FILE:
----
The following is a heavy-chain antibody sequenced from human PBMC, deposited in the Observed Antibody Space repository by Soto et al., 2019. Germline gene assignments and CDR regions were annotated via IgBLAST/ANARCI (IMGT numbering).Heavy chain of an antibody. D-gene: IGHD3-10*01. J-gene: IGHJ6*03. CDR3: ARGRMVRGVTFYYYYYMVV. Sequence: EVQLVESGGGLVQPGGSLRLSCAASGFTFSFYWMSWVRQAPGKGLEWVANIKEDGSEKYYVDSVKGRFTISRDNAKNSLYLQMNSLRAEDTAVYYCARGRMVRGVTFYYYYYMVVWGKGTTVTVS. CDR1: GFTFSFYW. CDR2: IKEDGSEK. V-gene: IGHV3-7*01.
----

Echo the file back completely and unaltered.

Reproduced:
The following is a heavy-chain antibody sequenced from human PBMC, deposited in the Observed Antibody Space repository by Soto et al., 2019. Germline gene assignments and CDR regions were annotated via IgBLAST/ANARCI (IMGT numbering).Heavy chain of an antibody. D-gene: IGHD3-10*01. J-gene: IGHJ6*03. CDR3: ARGRMVRGVTFYYYYYMVV. Sequence: EVQLVESGGGLVQPGGSLRLSCAASGFTFSFYWMSWVRQAPGKGLEWVANIKEDGSEKYYVDSVKGRFTISRDNAKNSLYLQMNSLRAEDTAVYYCARGRMVRGVTFYYYYYMVVWGKGTTVTVS. CDR1: GFTFSFYW. CDR2: IKEDGSEK. V-gene: IGHV3-7*01.